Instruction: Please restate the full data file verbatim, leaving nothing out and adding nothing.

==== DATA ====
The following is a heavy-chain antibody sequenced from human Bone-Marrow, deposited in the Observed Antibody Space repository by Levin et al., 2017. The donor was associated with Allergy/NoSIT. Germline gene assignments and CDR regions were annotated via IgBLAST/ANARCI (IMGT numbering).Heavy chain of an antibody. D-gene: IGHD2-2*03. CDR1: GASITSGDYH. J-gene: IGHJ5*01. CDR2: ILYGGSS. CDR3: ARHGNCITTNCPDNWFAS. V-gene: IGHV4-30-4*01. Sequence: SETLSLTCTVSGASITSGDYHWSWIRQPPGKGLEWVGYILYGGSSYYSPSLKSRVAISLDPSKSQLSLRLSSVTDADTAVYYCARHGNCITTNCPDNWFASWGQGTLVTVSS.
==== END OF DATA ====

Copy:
The following is a heavy-chain antibody sequenced from human Bone-Marrow, deposited in the Observed Antibody Space repository by Levin et al., 2017. The donor was associated with Allergy/NoSIT. Germline gene assignments and CDR regions were annotated via IgBLAST/ANARCI (IMGT numbering).Heavy chain of an antibody. D-gene: IGHD2-2*03. CDR1: GASITSGDYH. J-gene: IGHJ5*01. CDR2: ILYGGSS. CDR3: ARHGNCITTNCPDNWFAS. V-gene: IGHV4-30-4*01. Sequence: SETLSLTCTVSGASITSGDYHWSWIRQPPGKGLEWVGYILYGGSSYYSPSLKSRVAISLDPSKSQLSLRLSSVTDADTAVYYCARHGNCITTNCPDNWFASWGQGTLVTVSS.